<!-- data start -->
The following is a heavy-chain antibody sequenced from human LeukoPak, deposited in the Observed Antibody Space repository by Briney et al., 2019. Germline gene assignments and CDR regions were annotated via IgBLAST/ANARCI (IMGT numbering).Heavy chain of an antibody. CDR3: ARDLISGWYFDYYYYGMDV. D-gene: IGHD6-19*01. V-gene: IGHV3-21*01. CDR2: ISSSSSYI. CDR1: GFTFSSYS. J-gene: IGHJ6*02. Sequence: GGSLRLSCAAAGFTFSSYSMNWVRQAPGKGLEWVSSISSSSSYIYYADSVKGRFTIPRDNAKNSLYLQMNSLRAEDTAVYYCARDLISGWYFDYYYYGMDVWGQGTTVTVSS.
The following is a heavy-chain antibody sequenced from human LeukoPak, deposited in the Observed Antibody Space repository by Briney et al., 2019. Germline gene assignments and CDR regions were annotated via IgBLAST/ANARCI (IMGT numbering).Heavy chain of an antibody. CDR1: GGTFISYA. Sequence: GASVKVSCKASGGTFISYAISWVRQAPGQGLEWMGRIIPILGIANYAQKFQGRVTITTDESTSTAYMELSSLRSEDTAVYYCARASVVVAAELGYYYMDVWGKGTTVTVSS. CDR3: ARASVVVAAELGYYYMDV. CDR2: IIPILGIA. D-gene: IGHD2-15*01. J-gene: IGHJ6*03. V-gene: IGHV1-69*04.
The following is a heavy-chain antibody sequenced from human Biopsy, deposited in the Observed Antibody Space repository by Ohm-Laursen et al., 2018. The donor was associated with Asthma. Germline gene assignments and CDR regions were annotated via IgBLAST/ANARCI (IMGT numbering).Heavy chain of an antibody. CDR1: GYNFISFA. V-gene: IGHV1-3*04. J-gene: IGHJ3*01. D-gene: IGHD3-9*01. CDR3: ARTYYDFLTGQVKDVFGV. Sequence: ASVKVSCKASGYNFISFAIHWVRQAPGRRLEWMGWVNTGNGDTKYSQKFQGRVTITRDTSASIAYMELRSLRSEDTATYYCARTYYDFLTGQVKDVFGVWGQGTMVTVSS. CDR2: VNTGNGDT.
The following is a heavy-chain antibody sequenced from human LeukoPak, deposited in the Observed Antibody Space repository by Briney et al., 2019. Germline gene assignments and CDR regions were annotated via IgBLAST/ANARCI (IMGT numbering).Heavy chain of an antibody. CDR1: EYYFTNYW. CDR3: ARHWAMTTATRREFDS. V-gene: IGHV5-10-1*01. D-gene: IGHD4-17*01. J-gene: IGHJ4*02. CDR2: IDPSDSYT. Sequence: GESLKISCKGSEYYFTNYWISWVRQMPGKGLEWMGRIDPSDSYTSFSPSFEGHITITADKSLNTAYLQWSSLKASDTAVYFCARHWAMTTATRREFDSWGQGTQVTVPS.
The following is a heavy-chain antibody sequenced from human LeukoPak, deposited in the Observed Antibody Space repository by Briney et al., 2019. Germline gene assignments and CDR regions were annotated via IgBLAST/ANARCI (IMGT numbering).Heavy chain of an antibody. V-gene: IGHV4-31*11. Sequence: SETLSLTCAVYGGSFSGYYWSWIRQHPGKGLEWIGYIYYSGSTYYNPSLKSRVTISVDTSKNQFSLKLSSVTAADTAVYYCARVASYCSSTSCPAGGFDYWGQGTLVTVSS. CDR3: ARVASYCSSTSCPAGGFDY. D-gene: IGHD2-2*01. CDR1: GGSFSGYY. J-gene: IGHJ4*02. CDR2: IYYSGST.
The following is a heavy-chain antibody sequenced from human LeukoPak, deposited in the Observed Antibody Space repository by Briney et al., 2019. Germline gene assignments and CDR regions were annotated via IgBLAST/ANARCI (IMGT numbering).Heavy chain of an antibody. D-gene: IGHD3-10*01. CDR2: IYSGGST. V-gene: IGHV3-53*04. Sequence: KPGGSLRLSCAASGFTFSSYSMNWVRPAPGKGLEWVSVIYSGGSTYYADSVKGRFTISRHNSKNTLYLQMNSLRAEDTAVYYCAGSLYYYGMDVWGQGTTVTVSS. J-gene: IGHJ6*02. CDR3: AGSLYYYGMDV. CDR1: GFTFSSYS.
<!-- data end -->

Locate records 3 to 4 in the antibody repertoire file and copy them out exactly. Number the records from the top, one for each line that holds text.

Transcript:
The following is a heavy-chain antibody sequenced from human Biopsy, deposited in the Observed Antibody Space repository by Ohm-Laursen et al., 2018. The donor was associated with Asthma. Germline gene assignments and CDR regions were annotated via IgBLAST/ANARCI (IMGT numbering).Heavy chain of an antibody. CDR1: GYNFISFA. V-gene: IGHV1-3*04. J-gene: IGHJ3*01. D-gene: IGHD3-9*01. CDR3: ARTYYDFLTGQVKDVFGV. Sequence: ASVKVSCKASGYNFISFAIHWVRQAPGRRLEWMGWVNTGNGDTKYSQKFQGRVTITRDTSASIAYMELRSLRSEDTATYYCARTYYDFLTGQVKDVFGVWGQGTMVTVSS. CDR2: VNTGNGDT.
The following is a heavy-chain antibody sequenced from human LeukoPak, deposited in the Observed Antibody Space repository by Briney et al., 2019. Germline gene assignments and CDR regions were annotated via IgBLAST/ANARCI (IMGT numbering).Heavy chain of an antibody. CDR1: EYYFTNYW. CDR3: ARHWAMTTATRREFDS. V-gene: IGHV5-10-1*01. D-gene: IGHD4-17*01. J-gene: IGHJ4*02. CDR2: IDPSDSYT. Sequence: GESLKISCKGSEYYFTNYWISWVRQMPGKGLEWMGRIDPSDSYTSFSPSFEGHITITADKSLNTAYLQWSSLKASDTAVYFCARHWAMTTATRREFDSWGQGTQVTVPS.